Israel's top court delays decision on Sheikh Jarrah evictions

Palestinian residents of the Sheikh Jarrah neighborhood attend a hearing at Israel's supreme court in occupied Jerusalem on August 2, 2021. (Photo: AFP)
Palestinian residents of the Sheikh Jarrah neighborhood attend a hearing at Israel's supreme court in occupied Jerusalem on August 2, 2021. (Photo: AFP)
OCCUPIED JERUSALEM — Israel delayed a decision Monday in the case of Palestinians facing expulsion by Israeli settlers in occupied East Jerusalem, an issue that exploded into armed conflict in May.اضافة اعلان

Palestinians said the offer was made that they remain in their properties in the Sheikh Jarrah neighborhood as "protected tenants" who would recognize Israeli ownership of the homes and pay a symbolic annual rent, but they refused.

"They placed a lot of pressure on us to reach an agreement with the Israeli settlers in which we would be renting from the settler organizations," said Muhammad Al-Kurd, from one of four Palestinian families at the heart of the case.

"Of course, this is rejected," he said.

Justice Isaac Amit called for further documentation and said, "we will publish a decision later", but without setting a date.

Monday's hearing was part of a years-long legal battle waged by Jewish Israeli organizations trying to reclaim property owned by Jews in occupied east Jerusalem prior to 1948.

Palestinians say Jordan granted them homes on the property after they were expelled from towns that were occupied by Israel.

Lawyer Sami Irshid, representing the Palestinians, insisted on Monday that his clients would reject the Jewish Israeli claims in any arrangement.

"We are willing to be listed as protected tenants while retaining our rights," he said in court. "We will request recognition of the property rights the government of Jordan gave us."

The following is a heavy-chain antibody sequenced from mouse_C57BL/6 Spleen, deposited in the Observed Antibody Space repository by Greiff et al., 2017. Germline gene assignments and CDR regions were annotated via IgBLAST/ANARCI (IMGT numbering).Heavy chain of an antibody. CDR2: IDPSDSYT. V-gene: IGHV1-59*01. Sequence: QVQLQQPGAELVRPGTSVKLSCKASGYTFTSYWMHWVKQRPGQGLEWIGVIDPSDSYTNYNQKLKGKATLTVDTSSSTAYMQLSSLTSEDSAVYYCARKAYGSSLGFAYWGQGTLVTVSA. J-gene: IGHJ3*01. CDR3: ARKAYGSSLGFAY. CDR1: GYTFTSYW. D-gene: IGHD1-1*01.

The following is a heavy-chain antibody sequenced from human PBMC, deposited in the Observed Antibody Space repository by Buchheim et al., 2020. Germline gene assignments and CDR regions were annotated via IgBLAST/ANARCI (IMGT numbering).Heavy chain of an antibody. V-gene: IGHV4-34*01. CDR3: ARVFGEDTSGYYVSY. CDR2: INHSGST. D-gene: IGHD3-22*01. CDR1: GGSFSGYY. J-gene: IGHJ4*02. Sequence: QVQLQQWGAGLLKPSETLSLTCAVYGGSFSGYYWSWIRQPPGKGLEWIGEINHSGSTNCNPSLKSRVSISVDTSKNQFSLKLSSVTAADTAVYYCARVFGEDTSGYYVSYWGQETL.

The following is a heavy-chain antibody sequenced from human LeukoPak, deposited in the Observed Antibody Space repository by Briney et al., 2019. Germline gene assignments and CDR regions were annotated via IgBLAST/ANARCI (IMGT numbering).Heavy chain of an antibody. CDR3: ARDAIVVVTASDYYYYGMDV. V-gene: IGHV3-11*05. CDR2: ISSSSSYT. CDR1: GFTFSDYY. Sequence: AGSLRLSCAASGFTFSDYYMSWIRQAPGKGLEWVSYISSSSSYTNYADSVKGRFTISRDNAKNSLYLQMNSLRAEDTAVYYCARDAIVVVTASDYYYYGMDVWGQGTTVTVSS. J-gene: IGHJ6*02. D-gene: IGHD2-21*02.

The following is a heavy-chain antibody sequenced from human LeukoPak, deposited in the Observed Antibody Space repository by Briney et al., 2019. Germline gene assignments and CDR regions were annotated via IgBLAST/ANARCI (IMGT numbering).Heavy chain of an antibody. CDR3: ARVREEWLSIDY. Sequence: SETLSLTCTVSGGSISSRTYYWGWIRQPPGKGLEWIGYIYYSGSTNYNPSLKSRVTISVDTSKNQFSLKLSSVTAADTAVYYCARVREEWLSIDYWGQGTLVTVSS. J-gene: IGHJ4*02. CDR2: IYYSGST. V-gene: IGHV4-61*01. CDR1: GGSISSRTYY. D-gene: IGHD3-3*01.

Ilan Shemer, representing the Israelis, said: "This arrangement will be an empty arrangement."

The case has become an international cause, with dozens of people demonstrating outside the court on Monday.

11-day Gaza war
Clashes in May over possible Sheikh Jarrah evictions spread to Jerusalem's Al-Aqsa Mosque compound, sparking an Israeli crackdown that escalated into an 11-day war between Israeli forces and Palestinians in the Gaza Strip.

The families in Monday's case appealed to the supreme court after two lower courts ruled that under Israeli property law, the homes in question belonged to the Jewish owners who purchased the plots before 1948.

In 1956, when east Jerusalem was under Jordanian control, Amman leased plots of land to families in Sheikh Jarrah, and the UN agency for Palestinian refugees built homes for them.

Jordan promised to register the properties in their names but did not complete the process before Israel captured east Jerusalem in 1967 and annexed it in a move never recognized by the international community.

In 1970, Israel enacted a law under which Jews could reclaim land in east Jerusalem they lost in 1948, even if Palestinians by then already lived on it.

No such option exists for Palestinians who lost homes or land.

Jerusalem deputy mayor Arieh King, who supports the Jewish Israeli claims in the neighborhood, decried the court's delay.

"As long as the court drags this on, there is more room for Arabs to make riots," King told AFP.

Instead, he said the court should rule the land is Jewish "and end of story".

The Palestinians' lawyer Irshid told AFP after the hearing "there is reason for optimism".

Israeli anti-settlement group Ir Amim says that more than 1,000 Palestinians are at risk of losing their homes to Jewish settler groups and individuals in Sheikh Jarrah and the Silwan neighborhood of occupied east Jerusalem.

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